Freelance writer for Contemporary OB/GYN
Women who have onset of type 1 diabetes (T1D) before menarche have a significantly shorter reproductive life compared to women who have never had diabetes, according to a study in the journal Menopause.
The women with T1D exhibited both delayed menarche and earlier natural menopause.
“Published research dating back to 2001 indicates that women with Type 1 diabetes have an earlier menopause,” said principal investigator Tina Costacou, PhD, an associate professor of epidemiology at the University of Pittsburgh in Pennsylvania. “Although the original study was well conducted, the sample size was small and, importantly, all study participants were relatively young at the time, so by definition, any women that would have reached menopause would have done so at a young age.”
Costacou became interested in validating the original study’s finding in a larger cohort of women with data available from young adulthood to a current age of at least 50.
The present study compared women with childhood-onset T1D who were diagnosed between 1950 and 1980 from the prospective Epidemiology of Diabetes Complications (EDC) study (n = 105) to nondiabetic women from the Pittsburgh site of the Study of Women's Health Across the Nation (SWAN) (n = 178).
Reproductive history was self-reported.
Women in the T1D cohort were younger, more likely to be White, never smokers, with lower body mass index (BMI) and higher high-density lipoprotein cholesterol levels (all P values < 0.05) vs. women without diabetes.
T1D women also were older at menarche (0.5 year delay, P = 0.002), but younger at natural menopause (-2.0 years, P < 0.0001). Thus, women with T1D experienced 2.5 fewer reproductive years compared to those without diabetes (P < 0.0001).
However, findings were statistically significant only in the subgroup of women who were diagnosed with T1D before reaching menarche (n = 80).
“I did not expect such a large gap in reproductive years between women with type 1 diabetes and women without diabetes, especially given more recent publications from Europe suggesting a similar age at menopause by type 1 diabetes status,” Costacou told Contemporary OB/GYN.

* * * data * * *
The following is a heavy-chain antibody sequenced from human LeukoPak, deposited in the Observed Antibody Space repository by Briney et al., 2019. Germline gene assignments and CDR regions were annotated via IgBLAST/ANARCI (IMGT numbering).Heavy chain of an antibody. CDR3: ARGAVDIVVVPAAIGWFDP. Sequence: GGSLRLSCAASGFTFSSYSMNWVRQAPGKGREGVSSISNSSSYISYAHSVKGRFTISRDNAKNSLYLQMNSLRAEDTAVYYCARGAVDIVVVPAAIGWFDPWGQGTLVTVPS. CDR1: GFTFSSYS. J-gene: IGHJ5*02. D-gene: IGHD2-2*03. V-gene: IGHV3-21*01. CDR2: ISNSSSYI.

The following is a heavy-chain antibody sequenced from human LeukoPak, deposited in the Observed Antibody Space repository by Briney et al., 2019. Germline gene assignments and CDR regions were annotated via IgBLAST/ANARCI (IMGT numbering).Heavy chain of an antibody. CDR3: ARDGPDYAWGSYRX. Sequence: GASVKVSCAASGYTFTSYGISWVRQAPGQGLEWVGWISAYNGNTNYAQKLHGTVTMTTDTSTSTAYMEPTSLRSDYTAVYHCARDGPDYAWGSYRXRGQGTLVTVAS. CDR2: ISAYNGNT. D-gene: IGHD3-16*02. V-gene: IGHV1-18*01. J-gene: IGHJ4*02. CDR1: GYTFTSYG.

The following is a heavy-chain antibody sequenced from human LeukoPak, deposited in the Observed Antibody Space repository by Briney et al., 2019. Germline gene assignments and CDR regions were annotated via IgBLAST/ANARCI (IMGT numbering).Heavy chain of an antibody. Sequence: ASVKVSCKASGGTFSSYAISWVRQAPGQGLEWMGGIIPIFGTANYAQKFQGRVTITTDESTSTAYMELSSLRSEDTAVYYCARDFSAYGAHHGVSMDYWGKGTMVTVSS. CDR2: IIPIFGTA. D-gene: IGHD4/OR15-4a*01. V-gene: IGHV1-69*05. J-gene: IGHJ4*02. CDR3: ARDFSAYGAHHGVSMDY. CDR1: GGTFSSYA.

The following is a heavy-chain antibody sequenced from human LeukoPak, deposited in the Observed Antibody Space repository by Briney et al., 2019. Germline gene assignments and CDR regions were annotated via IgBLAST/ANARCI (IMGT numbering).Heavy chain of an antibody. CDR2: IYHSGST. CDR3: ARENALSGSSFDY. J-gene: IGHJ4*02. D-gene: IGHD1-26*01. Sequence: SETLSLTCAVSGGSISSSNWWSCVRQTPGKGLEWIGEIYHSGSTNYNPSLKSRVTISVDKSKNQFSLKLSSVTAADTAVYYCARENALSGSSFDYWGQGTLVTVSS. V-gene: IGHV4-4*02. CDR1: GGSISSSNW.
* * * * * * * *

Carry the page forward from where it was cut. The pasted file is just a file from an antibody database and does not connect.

The study is unable to definitively identify the mechanism of action that causes a shorter reproductive period in women with T1D. “Because the shorter reproductive period was mainly observed in women diagnosed with type 1 diabetes prior to menarche, it could be hypothesized that worse beta cell function, and therefore inadequate insulin production and subsequent complete insulin deficiency in early childhood, might have affected the reproductive system more than when these events occur after menarche,” Costacou said.
From young adulthood, people with T1D have a greater burden of certain diseases like heart disease, according to Costacou. “Menopause increases the risk of heart disease, stroke and osteoporosis; hence, if women with type 1 diabetes reach menopause at a younger age, they should be carefully assessed for such conditions earlier than women in the general population,” she said.
A woman being aware that she may be at risk of having a shorter reproductive period “would allow her to prioritize childbearing, if she is interested in having children,” Costacou said.
Identifying potentially modifiable risk factors for a younger age at menopause in women with T1D also would be valuable.
“We are conducting further analyses to assess which factors predict an earlier age at menopause within the study’s type 1 diabetes cohort,” Costacou said.
Costacou reports no relevant financial disclosures.
Yi Y, El Khoudary SR, Buchanich JM, et al. Women with type 1 diabetes (T1D) experience a shorter reproductive period compared with nondiabetic women: the Pittsburgh Epidemiology of Diabetes Complications (EDC) study and the Study of Women's Health Across the Nation (SWAN). Menopause. Published online March 1, 2021. doi:10.1097/GME.0000000000001758